My, oh my, which way will Arnie go? The honorary Terminator and new governor of California has proven that he does like games by passing the friendlier bill forcing retailers to pay attention to the age ratings (or face the consequences) - something that is good in the long run because it disarms a lot of the comments used by anti-game violence activists. But now he faces an even bigger challenge: For or against EA.
Well, not really him. The recent suits filed against the games publisher by disgruntled employees are far from crossing any governor's desk, but it does tie into some Californian employment laws. On the one side are over-worked and abused employees, on the other side the world's fifth-largest software company, boasting a capital worth of just under $16 billion. And they aren't that favoured, either. Despite some great game successes across the board (such as The Sims and Battlefield 1942) EA is regarded in ill light with a lot of gamers. This is thanks to a few things; firstly their habit of re-releasing games like FIFA, essentially milking the market; secondly their avoidance of mature games - even though the company did break the rules with Def Jam Vendetta their CEO admitted that we'd never see a game like GTA come from their stable; lastly, EA represents the corporate side of the industry and if they weren't so good at delivering solid titles I think this could have easily turned them into the entertainment Microsoft.
But there's more to this whole story than meets the eye. Randy Pausch's white paper on the company is a revealing document that explains a bit more about these scenarios. The paper, written by the Carnegie Mellon University professor, was the result of a semester spending time at the company, shadowing the place in the point of view from what to expect if you want to go there from University. The words "meritocracy" and "brutally honest" often appear in the paper because it reflects EA's internal culture - one where honesty is straight-forward and being the best at your job will take you a long way. Obviously that swings both ways since people who cannot handle such an environment will undoubtedly run into serious conflicts.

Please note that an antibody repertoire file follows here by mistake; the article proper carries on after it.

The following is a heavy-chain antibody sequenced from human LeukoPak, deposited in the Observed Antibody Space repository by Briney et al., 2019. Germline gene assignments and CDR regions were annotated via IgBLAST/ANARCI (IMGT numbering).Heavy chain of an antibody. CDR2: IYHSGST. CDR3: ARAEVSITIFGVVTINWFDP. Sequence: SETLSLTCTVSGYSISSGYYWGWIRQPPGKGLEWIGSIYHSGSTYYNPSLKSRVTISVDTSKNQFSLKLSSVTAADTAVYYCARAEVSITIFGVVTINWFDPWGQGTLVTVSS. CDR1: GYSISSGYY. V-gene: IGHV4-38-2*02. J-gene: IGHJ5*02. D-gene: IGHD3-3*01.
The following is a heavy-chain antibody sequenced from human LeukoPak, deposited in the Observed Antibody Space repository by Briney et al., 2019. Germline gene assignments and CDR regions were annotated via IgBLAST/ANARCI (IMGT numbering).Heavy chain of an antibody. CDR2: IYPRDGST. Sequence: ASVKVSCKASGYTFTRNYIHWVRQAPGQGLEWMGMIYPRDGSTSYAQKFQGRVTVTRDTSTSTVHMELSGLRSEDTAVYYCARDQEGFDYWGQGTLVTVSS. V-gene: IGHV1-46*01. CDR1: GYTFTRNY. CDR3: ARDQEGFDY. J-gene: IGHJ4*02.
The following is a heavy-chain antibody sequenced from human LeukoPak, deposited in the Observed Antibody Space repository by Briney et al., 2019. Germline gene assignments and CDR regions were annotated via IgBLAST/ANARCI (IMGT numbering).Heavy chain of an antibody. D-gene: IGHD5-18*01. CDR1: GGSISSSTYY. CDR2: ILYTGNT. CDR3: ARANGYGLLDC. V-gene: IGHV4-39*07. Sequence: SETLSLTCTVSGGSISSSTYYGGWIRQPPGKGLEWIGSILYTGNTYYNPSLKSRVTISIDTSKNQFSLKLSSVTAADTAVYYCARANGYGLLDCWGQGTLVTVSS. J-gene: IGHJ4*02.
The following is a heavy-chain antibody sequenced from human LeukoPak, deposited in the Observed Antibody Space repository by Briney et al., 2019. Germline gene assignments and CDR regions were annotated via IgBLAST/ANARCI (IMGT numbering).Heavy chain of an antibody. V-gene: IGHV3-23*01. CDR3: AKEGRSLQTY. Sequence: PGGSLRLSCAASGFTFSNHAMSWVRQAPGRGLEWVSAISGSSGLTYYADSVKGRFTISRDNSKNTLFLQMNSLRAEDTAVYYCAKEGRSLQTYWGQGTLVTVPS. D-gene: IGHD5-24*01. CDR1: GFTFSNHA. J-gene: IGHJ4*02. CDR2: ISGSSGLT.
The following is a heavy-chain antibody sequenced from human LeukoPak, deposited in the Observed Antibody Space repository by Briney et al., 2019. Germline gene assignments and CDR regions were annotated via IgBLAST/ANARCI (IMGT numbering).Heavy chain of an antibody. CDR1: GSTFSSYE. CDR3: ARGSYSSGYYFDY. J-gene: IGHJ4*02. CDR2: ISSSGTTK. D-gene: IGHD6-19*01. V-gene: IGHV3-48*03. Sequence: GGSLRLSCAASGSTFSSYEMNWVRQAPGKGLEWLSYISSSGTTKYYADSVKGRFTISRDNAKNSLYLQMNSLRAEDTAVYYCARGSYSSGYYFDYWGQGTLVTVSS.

That's no excuse, of course, but it is indicative of the times. I've heard similar reports before. One pertains to a large banking group locally which employs several people I know. A story about this company includes when a group of people sued the bank for unfair employment practices. The bank settled the matter, for two apparent reasons: settling is far easier and more cost-effective than a court case and anyone who sues that bank over unfair labor practices isn't likely to get hired by any other bank afterwards.
It is pure corporate culture and I think EA slots into that perfectly. They have to, considering their consistent and large revenues combined with a large work-force which is heavily reliant on a management structure.
But there is a third player here: the now-famous ea_spouse Livejournal post that details how bad management, lack of compensation for over-time and crunch times are eroding employee relations and the general culture of the company. Pausch acknowledges this: "EA's biggest challenge is the dramatic increase in team size. There are other grand challenges in terms of game design and content, for example, how to get greater emotional involvement with games and characters, but the biggest challenge is clearly management of large teams." And the ea_spouse post makes it clear that management is a very big problem. The company has a strict policy: apparently the biggest sin at EA is for your game to be late, placing a lot of pressure on managers. Management is already a sticky topic in modern corporate culture, probably because a lot of people (especially high-rank ones) confuse the difference between a boss and a manager.